The answer to insanitation was light and air: “nature’s two great healing elements which everyone might have gratis ad libitum if public opinion insisted on every dwelling room having sufficient open space about it.” The Chairman of the BIT demanded a “stiffening” of the city’s building by-laws (tenement densities, set back rules, plot coverage, height restrictions). He called for a new uniform standard that would permit adequate lighting and ventilation in all rooms of every building. Landlords kicked and screamed, accusing the BIT of wanting to “convert the city into a garden city at one stroke.” So as a compromise, it was decided only new developments in the city will follow the BIT’s stringent regulations.
By the 1910s, the memory of the plague began to fade in the minds of Bombay’s ruling elite. The urgency of the BIT’s housing efforts declined. For the working classes, the housing crisis would persist and even get worse. In quantitative terms, the BIT’s contribution to the working class housing question was negative: it pulled down more houses than it built. It managed to do more in terms of land reclamation, street improvements and suburban developments than in removing urban overcrowding. Yet, the public health regulations that BIT introduced remained enshrined in Mumbai’s planning system till the 1970s and 1980s.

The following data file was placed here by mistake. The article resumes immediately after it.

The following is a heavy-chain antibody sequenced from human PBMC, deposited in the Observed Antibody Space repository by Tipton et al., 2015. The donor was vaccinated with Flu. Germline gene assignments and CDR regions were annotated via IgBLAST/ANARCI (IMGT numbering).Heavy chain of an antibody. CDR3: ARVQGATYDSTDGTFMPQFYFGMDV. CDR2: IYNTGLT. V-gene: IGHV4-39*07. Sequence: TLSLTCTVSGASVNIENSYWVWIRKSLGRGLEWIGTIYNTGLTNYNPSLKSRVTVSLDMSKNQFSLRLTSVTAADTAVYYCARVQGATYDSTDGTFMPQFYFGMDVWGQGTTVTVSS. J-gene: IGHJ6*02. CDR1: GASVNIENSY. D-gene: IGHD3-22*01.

From then onwards, the goals of planning began shifting. The idea took hold that markets should be allowed to determine every aspect of social life. Public utilities began to be privatised. Government regulations for public health, environment, labour – characterised as barriers to growth and prosperity – were dismantled. Public health and sanitation, that provided the justification for public intervention in the pre-liberalisation era, began to be seen as constraints on market activity.
As the private sector was handed over the responsibility of implementing plans and producing housing for the poor, public health regulations came under persistent attack. To ‘incentivise’ the private sector and to make urban development projects ‘viable,’ they were relaxed almost into non-existence. Once a regulator, the state was now a development enabler and promoter. Public goals could only be fulfilled by giving more incentives to developers. Since the authorities captured a slice of what developers produced (rehabilitation units, open space, built amenities) – to enlarge the slice, the cake had to grow.